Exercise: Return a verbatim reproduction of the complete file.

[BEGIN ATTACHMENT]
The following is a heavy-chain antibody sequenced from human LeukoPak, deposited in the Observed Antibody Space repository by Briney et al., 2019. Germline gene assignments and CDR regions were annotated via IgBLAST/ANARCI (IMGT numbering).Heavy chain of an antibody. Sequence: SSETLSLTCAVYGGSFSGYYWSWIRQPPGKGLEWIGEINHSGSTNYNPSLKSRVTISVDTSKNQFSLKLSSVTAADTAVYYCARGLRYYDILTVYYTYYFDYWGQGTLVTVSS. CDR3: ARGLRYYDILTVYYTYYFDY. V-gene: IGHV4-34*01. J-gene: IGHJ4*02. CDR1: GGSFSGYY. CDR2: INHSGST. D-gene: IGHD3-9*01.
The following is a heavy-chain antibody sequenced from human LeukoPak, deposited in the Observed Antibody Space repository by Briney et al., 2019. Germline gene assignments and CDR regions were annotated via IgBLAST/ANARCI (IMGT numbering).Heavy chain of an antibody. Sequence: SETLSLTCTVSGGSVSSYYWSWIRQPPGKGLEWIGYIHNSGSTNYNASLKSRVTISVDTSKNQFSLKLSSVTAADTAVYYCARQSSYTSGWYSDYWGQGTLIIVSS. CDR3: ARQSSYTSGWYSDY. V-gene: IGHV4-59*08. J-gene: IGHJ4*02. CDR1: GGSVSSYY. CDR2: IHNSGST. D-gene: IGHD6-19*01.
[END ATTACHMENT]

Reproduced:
The following is a heavy-chain antibody sequenced from human LeukoPak, deposited in the Observed Antibody Space repository by Briney et al., 2019. Germline gene assignments and CDR regions were annotated via IgBLAST/ANARCI (IMGT numbering).Heavy chain of an antibody. Sequence: SSETLSLTCAVYGGSFSGYYWSWIRQPPGKGLEWIGEINHSGSTNYNPSLKSRVTISVDTSKNQFSLKLSSVTAADTAVYYCARGLRYYDILTVYYTYYFDYWGQGTLVTVSS. CDR3: ARGLRYYDILTVYYTYYFDY. V-gene: IGHV4-34*01. J-gene: IGHJ4*02. CDR1: GGSFSGYY. CDR2: INHSGST. D-gene: IGHD3-9*01.
The following is a heavy-chain antibody sequenced from human LeukoPak, deposited in the Observed Antibody Space repository by Briney et al., 2019. Germline gene assignments and CDR regions were annotated via IgBLAST/ANARCI (IMGT numbering).Heavy chain of an antibody. Sequence: SETLSLTCTVSGGSVSSYYWSWIRQPPGKGLEWIGYIHNSGSTNYNASLKSRVTISVDTSKNQFSLKLSSVTAADTAVYYCARQSSYTSGWYSDYWGQGTLIIVSS. CDR3: ARQSSYTSGWYSDY. V-gene: IGHV4-59*08. J-gene: IGHJ4*02. CDR1: GGSVSSYY. CDR2: IHNSGST. D-gene: IGHD6-19*01.